WASHINGTON -- The Senate was in its August recess last week, but the Knights of Columbus were meeting in Washington. The world's largest Catholic fraternal organization Thursday passed a resolution condemning opposition to federal judicial nominees because of "deeply held beliefs" stemming from their Catholic faith. That follows intense debate on the Senate floor just before the Senate recessed.
On the evening of July 30, the usually circumspect senators engaged in a rare confrontation over religion. Sen. Rick Santorum of Pennsylvania, third-ranking in the Republican leadership and a daily Catholic communicant, accused colleagues of establishing a prohibition for the federal judiciary of anybody with "deep faith in Catholicism, having to subscribe to the church's teaching on abortion." Sen. Richard Durbin of Illinois, assistant Democratic floor leader and a pro-choice Catholic, responded passionately that Santorum and other Republicans "have crossed a line they never should have crossed" in charging anti-Catholic bias.
It is the Democrats who have gone a bridge too far, in the view of Santorum and the mainstream of Republican senators. Multiple blockages of President Bush's judicial nominees constitute a ticking time bomb in the Senate, and religion is the detonator. The resolution by the Knights of Columbus signals that this is no mere Capitol Hill debate but derives from America's grass roots.
Once George W. Bush was elected, Democratic leaders vowed to prevent confirmation of all unacceptable nominations to the federal bench, preparing for the day that Supreme Court vacancies are filled. Filibusters blocking at least six pending nominees produced Republican frustration and now raise the question of a religious test.
At the center of this increasingly noisome debate is the aggressive Sen. Charles Schumer. Elected from New York in 1998 by ousting Republican Alfonse D'Amato in a tumultuous campaign, Schumer has grown in confidence and assertiveness as he nears virtually unopposed re-election next year with a massive war chest. Sen. Edward M. Kennedy is the backroom mastermind of the Democratic judicial strategy, but Schumer is its point man. It is he who has taken the debate into previously forbidden religious territory.
On May 1 in a Senate Judiciary Committee session, Schumer raised religious questions in connection with the nomination of lawyer J. Leon Holmes as district judge from Arkansas. Holmes has the support of his state's two Democratic senators, but not Chuck Schumer. The New Yorker argued that the conservative religious views of Holmes, a devout Catholic, disqualified him because of disagreements interpreting the separation of church and state. Schumer contended that "religious beliefs cannot dictate government policy, even though they can infuse our values."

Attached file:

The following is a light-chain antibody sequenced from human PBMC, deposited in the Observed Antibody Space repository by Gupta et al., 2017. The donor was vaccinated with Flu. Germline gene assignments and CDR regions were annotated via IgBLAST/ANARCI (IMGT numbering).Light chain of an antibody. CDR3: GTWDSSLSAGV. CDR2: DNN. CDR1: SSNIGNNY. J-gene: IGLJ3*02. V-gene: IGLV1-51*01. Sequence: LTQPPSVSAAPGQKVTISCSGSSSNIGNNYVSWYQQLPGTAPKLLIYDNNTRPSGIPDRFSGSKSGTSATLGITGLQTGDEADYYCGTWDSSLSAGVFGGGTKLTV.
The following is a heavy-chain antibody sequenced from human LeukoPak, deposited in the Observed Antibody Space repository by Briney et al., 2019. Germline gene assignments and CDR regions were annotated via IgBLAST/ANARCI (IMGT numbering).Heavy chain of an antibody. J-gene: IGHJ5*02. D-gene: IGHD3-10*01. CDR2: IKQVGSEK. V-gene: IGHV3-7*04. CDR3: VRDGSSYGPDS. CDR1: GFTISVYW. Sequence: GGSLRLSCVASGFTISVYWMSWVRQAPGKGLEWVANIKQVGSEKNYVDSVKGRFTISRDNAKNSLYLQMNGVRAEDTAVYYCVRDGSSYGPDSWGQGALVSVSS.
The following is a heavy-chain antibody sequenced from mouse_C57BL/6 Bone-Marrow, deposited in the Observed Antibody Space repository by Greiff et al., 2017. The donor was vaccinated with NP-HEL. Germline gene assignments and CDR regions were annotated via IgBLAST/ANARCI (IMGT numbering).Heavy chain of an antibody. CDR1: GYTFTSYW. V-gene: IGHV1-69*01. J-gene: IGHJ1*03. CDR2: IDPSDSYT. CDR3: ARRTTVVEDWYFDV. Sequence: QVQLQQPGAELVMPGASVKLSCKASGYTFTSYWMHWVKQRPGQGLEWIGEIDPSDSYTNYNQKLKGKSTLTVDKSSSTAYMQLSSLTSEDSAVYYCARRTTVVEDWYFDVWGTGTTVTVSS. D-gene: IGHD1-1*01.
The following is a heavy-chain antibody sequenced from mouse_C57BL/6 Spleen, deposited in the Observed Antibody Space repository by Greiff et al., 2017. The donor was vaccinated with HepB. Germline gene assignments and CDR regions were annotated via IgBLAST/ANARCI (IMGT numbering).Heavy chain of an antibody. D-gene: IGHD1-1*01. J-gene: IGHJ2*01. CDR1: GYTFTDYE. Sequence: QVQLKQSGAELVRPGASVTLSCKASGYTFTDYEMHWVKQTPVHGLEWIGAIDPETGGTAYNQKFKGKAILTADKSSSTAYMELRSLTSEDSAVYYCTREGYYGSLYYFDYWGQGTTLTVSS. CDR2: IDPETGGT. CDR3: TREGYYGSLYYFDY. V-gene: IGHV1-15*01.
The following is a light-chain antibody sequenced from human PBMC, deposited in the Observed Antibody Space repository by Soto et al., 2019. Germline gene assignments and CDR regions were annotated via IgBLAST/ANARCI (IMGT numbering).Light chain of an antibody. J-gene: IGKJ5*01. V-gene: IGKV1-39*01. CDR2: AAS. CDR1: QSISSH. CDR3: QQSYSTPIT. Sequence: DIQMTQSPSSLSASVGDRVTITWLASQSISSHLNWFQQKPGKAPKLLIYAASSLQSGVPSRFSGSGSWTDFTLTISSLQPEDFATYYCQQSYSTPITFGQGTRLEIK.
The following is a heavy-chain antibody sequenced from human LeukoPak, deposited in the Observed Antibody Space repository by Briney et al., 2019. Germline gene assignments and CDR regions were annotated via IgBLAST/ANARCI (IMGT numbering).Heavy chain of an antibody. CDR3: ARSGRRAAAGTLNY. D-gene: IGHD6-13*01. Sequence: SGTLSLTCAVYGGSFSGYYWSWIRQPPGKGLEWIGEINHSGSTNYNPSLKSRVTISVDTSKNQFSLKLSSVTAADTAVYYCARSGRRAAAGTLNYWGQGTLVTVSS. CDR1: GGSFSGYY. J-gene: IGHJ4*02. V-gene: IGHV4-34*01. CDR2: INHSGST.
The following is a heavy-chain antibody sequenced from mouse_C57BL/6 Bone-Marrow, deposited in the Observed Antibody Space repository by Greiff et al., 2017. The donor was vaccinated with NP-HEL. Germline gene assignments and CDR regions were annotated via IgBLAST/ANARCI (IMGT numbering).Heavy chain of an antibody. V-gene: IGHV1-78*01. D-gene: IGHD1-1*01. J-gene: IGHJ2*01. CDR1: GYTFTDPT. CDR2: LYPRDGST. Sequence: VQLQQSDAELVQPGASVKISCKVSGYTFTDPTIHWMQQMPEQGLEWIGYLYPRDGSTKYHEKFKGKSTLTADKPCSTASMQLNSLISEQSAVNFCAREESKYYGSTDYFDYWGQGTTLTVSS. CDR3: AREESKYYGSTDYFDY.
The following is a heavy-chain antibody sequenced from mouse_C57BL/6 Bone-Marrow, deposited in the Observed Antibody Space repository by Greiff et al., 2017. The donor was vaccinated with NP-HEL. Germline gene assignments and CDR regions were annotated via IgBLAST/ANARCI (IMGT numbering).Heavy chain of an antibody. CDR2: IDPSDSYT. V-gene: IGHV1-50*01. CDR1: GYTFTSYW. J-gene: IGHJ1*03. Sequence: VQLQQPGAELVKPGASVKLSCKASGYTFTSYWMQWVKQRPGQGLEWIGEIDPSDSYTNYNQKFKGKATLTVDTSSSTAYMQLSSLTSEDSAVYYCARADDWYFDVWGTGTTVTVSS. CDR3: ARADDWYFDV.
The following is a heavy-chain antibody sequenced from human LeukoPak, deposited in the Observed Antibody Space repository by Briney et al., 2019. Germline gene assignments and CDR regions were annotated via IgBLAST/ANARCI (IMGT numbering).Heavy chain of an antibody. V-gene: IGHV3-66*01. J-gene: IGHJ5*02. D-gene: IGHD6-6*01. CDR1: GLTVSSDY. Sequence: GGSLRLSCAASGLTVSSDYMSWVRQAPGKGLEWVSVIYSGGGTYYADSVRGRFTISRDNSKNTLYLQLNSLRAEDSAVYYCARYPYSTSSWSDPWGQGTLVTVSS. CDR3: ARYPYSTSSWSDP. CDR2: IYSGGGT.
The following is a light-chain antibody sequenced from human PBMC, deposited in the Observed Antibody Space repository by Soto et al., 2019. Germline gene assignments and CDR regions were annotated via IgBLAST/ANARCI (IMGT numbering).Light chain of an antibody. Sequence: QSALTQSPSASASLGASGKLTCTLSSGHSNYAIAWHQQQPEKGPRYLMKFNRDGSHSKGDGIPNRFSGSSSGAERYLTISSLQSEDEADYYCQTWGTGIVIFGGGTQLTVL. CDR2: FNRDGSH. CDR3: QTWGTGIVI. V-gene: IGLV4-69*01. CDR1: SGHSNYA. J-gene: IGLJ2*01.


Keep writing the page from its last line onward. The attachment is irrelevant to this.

That was preparation for Schumer's opposition to Alabama Attorney General Bill Pryor for the appellate bench, another conservative Catholic who is the most recent of the filibustered Bush nominees. In the Judiciary Committee June 11, Schumer said Pryor's beliefs "are so well known, so deeply held that it's very hard to believe that they're not going to influence" him on the bench. Sen. Dianne Feinstein of California, another Judiciary member, also has cited the "deeply held beliefs" standard.
Carl Anderson, chief executive officer of the Knights of Columbus, protested the "deeply held beliefs" description in a July 30 letter to the Judiciary Committee. His organization's resolution passed last Thursday suggested using those words pose a prohibited religious test.
"I think there is a willingness to play to anti-Catholic views by the use of certain code words, and I think there is disproportional impact on Catholics," Anderson told me. He added that Democratic senators "think they can get away with it, but as more and more Catholics find out, it's going to cause a backlash."
At the May 1 Judiciary Committee hearing, freshman Republican Sen. Lindsey Graham of South Carolina responded to Schumer's attack on Leon Holmes with a mild admonition about taking views on a "religious matter" out of context: "I wish we would all (stop) trying to take a quote or a statement or a sentence and construct an image of an individual most of us don't know to basically destroy their career." Three months later, Southern Baptist Graham is furious about religious code words and promises an explosion after Labor Day.